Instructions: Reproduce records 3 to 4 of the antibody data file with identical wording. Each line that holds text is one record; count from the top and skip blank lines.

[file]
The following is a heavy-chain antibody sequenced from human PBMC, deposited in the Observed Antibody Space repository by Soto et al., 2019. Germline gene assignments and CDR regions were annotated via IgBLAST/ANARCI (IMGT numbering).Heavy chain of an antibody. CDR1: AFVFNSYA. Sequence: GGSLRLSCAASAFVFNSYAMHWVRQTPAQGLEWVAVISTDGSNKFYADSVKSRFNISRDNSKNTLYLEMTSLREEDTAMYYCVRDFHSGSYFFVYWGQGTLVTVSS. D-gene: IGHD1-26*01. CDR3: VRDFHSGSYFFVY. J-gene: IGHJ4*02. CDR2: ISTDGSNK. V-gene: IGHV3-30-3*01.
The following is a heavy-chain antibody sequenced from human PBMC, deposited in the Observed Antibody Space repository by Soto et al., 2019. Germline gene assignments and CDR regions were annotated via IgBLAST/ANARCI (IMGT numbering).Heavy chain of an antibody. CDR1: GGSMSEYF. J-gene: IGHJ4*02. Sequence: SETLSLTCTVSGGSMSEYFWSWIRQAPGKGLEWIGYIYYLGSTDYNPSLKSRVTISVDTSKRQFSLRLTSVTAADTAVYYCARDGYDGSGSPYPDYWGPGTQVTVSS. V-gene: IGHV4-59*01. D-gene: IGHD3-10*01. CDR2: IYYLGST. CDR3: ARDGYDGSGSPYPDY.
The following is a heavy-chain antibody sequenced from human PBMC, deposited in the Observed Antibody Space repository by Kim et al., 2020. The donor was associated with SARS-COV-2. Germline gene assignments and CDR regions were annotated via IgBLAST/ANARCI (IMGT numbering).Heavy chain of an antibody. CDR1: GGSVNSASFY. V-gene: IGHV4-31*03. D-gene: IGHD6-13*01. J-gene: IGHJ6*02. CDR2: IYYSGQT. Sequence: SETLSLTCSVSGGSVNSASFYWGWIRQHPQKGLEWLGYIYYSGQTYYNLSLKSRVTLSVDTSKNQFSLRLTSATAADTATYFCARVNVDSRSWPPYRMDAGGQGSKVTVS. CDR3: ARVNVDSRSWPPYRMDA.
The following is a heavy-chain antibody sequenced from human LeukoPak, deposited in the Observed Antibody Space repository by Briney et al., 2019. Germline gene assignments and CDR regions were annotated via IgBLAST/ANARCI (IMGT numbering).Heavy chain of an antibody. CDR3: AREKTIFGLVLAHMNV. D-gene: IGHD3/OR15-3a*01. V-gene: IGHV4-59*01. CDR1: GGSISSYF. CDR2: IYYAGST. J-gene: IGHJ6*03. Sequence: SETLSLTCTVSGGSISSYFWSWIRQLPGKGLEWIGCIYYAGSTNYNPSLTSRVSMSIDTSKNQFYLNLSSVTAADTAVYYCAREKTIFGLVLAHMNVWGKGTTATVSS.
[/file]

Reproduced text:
The following is a heavy-chain antibody sequenced from human PBMC, deposited in the Observed Antibody Space repository by Kim et al., 2020. The donor was associated with SARS-COV-2. Germline gene assignments and CDR regions were annotated via IgBLAST/ANARCI (IMGT numbering).Heavy chain of an antibody. CDR1: GGSVNSASFY. V-gene: IGHV4-31*03. D-gene: IGHD6-13*01. J-gene: IGHJ6*02. CDR2: IYYSGQT. Sequence: SETLSLTCSVSGGSVNSASFYWGWIRQHPQKGLEWLGYIYYSGQTYYNLSLKSRVTLSVDTSKNQFSLRLTSATAADTATYFCARVNVDSRSWPPYRMDAGGQGSKVTVS. CDR3: ARVNVDSRSWPPYRMDA.
The following is a heavy-chain antibody sequenced from human LeukoPak, deposited in the Observed Antibody Space repository by Briney et al., 2019. Germline gene assignments and CDR regions were annotated via IgBLAST/ANARCI (IMGT numbering).Heavy chain of an antibody. CDR3: AREKTIFGLVLAHMNV. D-gene: IGHD3/OR15-3a*01. V-gene: IGHV4-59*01. CDR1: GGSISSYF. CDR2: IYYAGST. J-gene: IGHJ6*03. Sequence: SETLSLTCTVSGGSISSYFWSWIRQLPGKGLEWIGCIYYAGSTNYNPSLTSRVSMSIDTSKNQFYLNLSSVTAADTAVYYCAREKTIFGLVLAHMNVWGKGTTATVSS.